ASHEBORO — County leaders will again be considering an agriculture center proposal which could bring development to a county-owned parcel on East Dixie Drive in Asheboro. The county bought land in 2016 with a potential agriculture center in mind. Plans for that facility were presented and considered after the land was acquired with costs estimates at $58 million. That earlier proposal would have resulted in tax increases to fund both the construction and operation of the facility.
The county commissioners passed a resolution in 2019 asking the state for up to $10 million in funding to support a “first phase” of an agriculture center. This year’s state budget included $16 million in funding for a Randolph County Farm, Food, and Family Education Center.
Kenneth Sherin, the director of the county’s cooperative extension, says an ag center would have far-reaching impact. The current proposal comes with a potential $25 million development price tag, though $18 million of that funding has been secured. The state budget did not include recurring funds to cover operating the facility.
“This looks like our next big project,” said Darrell Frye, chairman of the county commissioners. “… I think this is something you can put on the top burner.”
“It’s something that Randolph County has been needing and wanting for a long time,” Sherin said.
Sherin said the proposed facility would have various components. “We’ll be able to develop farmers and growers, gardeners and consumers,” he said.
He said it could also boost to farm education. Sherin said the region’s school systems have strong agriculture programs, and this will provide more support for those. “We want to be able to help them do things they aren’t able to do,” said Sherin.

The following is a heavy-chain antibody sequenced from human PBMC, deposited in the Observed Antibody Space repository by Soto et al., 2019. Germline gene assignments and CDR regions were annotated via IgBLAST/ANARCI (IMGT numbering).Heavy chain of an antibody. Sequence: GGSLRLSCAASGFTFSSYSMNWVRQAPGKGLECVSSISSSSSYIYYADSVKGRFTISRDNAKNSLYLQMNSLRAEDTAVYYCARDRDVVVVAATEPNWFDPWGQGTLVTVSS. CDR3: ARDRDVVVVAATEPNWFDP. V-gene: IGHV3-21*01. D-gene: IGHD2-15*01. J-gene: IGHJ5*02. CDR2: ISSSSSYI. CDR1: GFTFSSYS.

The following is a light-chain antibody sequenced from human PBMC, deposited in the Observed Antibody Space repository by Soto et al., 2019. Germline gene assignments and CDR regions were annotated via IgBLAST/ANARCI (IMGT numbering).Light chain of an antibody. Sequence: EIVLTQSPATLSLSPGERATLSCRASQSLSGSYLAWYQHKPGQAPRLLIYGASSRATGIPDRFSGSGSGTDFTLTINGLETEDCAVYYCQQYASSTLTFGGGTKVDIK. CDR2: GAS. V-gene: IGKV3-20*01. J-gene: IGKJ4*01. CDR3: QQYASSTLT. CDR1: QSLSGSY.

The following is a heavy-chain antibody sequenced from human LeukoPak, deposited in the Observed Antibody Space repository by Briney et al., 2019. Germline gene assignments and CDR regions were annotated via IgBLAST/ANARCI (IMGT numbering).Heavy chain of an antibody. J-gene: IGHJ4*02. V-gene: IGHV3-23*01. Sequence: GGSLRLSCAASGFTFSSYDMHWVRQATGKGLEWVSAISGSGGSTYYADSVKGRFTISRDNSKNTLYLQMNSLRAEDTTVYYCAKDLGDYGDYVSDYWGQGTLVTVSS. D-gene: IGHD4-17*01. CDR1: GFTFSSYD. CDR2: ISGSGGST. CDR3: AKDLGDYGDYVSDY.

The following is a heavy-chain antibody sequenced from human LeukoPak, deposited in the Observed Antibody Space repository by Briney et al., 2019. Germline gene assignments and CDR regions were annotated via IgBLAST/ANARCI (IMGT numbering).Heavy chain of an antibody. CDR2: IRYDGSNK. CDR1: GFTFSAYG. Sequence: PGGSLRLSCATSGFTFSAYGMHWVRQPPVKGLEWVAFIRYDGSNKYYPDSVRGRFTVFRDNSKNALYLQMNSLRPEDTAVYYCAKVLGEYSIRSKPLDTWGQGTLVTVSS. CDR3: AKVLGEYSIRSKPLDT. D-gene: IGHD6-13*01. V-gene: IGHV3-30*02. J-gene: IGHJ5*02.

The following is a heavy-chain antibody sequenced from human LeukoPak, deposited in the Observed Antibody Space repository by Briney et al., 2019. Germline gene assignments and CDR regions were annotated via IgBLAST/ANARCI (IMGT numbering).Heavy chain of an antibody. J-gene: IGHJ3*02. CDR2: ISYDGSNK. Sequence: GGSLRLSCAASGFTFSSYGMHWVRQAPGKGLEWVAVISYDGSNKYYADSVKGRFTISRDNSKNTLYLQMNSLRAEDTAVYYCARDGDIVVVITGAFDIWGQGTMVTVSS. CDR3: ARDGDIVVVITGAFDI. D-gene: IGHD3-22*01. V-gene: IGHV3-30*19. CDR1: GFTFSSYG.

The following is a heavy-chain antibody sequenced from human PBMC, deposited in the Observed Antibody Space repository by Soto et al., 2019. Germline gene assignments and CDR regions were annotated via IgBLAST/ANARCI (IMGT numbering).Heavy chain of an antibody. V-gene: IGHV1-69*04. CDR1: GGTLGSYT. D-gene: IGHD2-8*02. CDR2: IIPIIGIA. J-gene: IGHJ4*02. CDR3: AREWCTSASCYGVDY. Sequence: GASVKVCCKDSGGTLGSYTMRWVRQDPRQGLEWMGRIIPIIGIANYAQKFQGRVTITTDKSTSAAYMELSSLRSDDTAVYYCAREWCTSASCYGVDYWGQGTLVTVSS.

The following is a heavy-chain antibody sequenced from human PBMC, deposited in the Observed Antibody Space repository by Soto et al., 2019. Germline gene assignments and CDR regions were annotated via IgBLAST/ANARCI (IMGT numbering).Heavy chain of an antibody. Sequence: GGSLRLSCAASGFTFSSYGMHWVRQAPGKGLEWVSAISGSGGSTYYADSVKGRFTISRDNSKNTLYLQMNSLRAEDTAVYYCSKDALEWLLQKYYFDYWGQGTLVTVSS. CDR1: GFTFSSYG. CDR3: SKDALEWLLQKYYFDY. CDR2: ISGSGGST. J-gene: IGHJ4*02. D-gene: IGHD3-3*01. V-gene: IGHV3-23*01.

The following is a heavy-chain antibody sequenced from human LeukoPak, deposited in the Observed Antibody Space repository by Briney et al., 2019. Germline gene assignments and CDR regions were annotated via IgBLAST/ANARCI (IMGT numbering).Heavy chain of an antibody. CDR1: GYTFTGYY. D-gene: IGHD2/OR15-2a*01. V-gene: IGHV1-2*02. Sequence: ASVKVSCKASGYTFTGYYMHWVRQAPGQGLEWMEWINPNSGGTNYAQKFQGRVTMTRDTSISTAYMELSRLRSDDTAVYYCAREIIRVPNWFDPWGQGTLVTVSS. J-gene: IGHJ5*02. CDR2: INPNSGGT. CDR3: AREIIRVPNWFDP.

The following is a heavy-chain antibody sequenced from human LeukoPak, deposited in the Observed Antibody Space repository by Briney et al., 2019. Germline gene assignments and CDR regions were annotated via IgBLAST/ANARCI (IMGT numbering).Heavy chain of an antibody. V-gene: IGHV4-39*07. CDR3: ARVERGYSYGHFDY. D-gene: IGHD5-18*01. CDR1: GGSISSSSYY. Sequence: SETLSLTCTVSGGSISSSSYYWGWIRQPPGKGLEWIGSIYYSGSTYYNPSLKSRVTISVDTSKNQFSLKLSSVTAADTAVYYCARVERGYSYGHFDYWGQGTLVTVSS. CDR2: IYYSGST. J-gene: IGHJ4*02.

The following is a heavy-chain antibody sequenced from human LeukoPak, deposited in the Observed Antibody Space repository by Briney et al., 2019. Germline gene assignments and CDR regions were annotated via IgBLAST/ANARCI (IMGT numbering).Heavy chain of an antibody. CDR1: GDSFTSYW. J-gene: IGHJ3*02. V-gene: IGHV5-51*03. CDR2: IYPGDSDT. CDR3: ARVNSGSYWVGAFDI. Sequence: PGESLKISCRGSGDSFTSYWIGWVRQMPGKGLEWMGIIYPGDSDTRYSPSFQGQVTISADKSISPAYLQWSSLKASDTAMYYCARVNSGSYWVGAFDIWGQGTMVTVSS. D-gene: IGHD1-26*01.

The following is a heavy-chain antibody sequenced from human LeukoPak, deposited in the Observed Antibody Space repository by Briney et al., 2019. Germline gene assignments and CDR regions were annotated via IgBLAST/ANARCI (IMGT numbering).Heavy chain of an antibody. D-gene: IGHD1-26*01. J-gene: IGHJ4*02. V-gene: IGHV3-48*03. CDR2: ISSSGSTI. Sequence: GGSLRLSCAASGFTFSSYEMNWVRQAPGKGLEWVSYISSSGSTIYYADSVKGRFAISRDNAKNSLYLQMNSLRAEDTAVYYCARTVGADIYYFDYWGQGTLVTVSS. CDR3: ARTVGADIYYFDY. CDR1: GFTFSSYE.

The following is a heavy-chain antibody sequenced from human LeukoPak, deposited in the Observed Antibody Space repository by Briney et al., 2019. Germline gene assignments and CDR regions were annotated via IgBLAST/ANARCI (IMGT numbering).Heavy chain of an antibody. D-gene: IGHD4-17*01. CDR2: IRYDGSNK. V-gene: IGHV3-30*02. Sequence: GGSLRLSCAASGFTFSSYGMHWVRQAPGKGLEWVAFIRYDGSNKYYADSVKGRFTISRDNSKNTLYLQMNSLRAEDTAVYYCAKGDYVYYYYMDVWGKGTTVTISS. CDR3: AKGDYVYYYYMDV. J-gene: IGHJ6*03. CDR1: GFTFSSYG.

There will also be a space for youth to show livestock.
There’s an economic development component because with aging farmers it’s imperative that a foundation is set for “where are those young farmers going to come from?” Sherin said.
The proposed center would have a commercial kitchen, programs to help farmers market their products, provide instruction in food safety and training, provide a background for nutritional wellness, set aside a maker’s space as “a place to experiment) and house a digital skills lab that could be critical for rural communities to adopt to the ways business is conducted around the world.
Local House members, particularly Rep. Allen McNeill (R-Randolph), helped create an avenue to $16 million, while another $2 million could be in place through a loan stemming from Randolph Electric. Sen. David Craven (R-Randolph), said he was happy to advocate for the state funding in the recent budget. “I hope the state funding will help the county get this project going,” said Craven. “I’ve requested that the county commissioners figure out how to operate the facility without increasing taxes on Randolph County’s citizens.”
That leaves $7 million “for what I think it would take to get where we want to go,” Sherin said. “We’re hoping to find ways to fill that gap and go forward with this proposal.”
Sherin said the next steps would be forming a committee to develop designs and details.
“I’m excited to see where we go from here,” commissioner Kenny Kidd said.
Randolph County’s role is large on a state level in terms of agriculture.
According to data provided by Sherin, the county’s impact ranks No. 1 statewide in beef cattle, No. 2 in dairy cows (behind Iredell County), No. 2 in goats, No. 6 in hay production and No. 7 in poultry.
“We are a top go-to county for direct sales to consumers for foods,” he said. “This ag center will enhance that ability.”
Sherin listed more than a dozen groups or organizations that would be anticipated users of a new facility.
The proposed center will provide more space and amenities to assist farmers, something commissioners have had an eye on for years.
“Farming is still king in Randolph County,” Frye said.